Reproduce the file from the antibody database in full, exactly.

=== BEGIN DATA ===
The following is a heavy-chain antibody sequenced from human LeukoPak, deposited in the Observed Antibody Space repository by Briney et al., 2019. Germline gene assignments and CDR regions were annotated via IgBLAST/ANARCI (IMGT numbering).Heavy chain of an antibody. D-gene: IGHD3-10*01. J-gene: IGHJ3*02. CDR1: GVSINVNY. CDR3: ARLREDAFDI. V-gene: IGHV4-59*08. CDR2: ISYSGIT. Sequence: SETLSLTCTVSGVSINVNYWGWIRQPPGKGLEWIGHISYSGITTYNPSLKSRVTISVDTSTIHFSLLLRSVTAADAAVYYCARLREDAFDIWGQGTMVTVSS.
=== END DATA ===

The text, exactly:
The following is a heavy-chain antibody sequenced from human LeukoPak, deposited in the Observed Antibody Space repository by Briney et al., 2019. Germline gene assignments and CDR regions were annotated via IgBLAST/ANARCI (IMGT numbering).Heavy chain of an antibody. D-gene: IGHD3-10*01. J-gene: IGHJ3*02. CDR1: GVSINVNY. CDR3: ARLREDAFDI. V-gene: IGHV4-59*08. CDR2: ISYSGIT. Sequence: SETLSLTCTVSGVSINVNYWGWIRQPPGKGLEWIGHISYSGITTYNPSLKSRVTISVDTSTIHFSLLLRSVTAADAAVYYCARLREDAFDIWGQGTMVTVSS.